By Robert Louis Stevenson
Hardcover, 336 pages
2015, Puffin Pixels
If you don’t already know the plot: young Jim Hawkins and his mother happen upon a treasure map when a resident of their inn dies abruptly. Jim ends up on a voyage to discover the fabled treasure of the infamous Captain Flint thanks to an impulsive squire. Unknowingly, they’ve set sail with a crew manned almost entirely by pirates, the cook, Long John Silver, being the most clever and notorious of the bunch. Adventures ensue.
This is one of the classics I’ve wanted to read for a long time, but have put it off because I wanted to like it and wasn’t sure I would. Turns out, I liked it!
As I mentioned on a Goodreads update, I pictured the entire cast based on that of Muppet Treasure Island because how could I not!? Sadly, there aren’t any original roles for Gonzo and Rizzo, so they were left out of my imaginings. The first half of the movie was surprisingly faithful to the book, song and dance numbers aside. Anyway!
Jim is a smart lad, quick on his feet and fairly brave, which proves useful to his allies several times throughout the story. BookJim has less personality than MuppetMovieJim (ok, I know I need to stop comparing them) yet I found him more likable. Jim is young, around fourteen if I remember correctly (which I probably don’t), and therefore very excited about the chance of an adventure at sea. But he does show an impressive amount of caution once he realizes the danger he’s in. I enjoyed that he admitted his fear in several situations (he’s the narrator, by the way), yet soldiered on. There’s not a lot of a character arc for him (or anyone, really), but he kept my interest.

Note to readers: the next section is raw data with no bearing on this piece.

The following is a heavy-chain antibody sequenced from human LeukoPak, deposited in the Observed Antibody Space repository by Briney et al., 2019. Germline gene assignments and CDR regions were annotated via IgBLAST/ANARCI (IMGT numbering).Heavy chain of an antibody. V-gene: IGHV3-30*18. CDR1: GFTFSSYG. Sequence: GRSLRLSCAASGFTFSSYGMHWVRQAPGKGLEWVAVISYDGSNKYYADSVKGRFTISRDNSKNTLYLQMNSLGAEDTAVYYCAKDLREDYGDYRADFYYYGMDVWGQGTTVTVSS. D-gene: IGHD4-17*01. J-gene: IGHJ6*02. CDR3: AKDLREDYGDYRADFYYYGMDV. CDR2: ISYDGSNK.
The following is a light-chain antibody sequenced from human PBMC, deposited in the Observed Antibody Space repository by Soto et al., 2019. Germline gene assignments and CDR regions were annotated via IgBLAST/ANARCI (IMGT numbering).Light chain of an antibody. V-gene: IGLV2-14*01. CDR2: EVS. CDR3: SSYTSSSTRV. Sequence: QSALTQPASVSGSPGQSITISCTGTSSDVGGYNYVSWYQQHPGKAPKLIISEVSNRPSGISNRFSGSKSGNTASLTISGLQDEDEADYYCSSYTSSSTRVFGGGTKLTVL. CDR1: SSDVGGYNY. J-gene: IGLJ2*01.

The story was a faster read than I expected – some classics feel heavy due to the antiquated language and can get incredibly wordy. I flew through this book in a matter of days. The plot keeps a nice pace and the action is spread out amongst Jim’s musings and observations about life at sea and then the island itself. There were some scenes where I had no idea what the hell took place, however. I just know actions took place and as a result, the story moved forward (example: Jim somehow hijacked the ship all by himself) and rather than re-read to clarify, I just plowed forward. So that fault lies entirely with me, but I thought I’d mention it anyway.
All in all, I wasn’t blown away. The story lacks a lot of detail in regards to world and character building (though I was happy to be spared the constant facial and clothing descriptions that often come with more modern works), but the simplistic style did make it easily readable. I’m not sure what the book was missing (Muppets maybe?!), but I wanted just a touch of something more. It was enjoyable, but not a classic I’ll return to. Fairly suitable for younger readers though, as there’s not much in the way of violence and what there is could easily be skimmed over.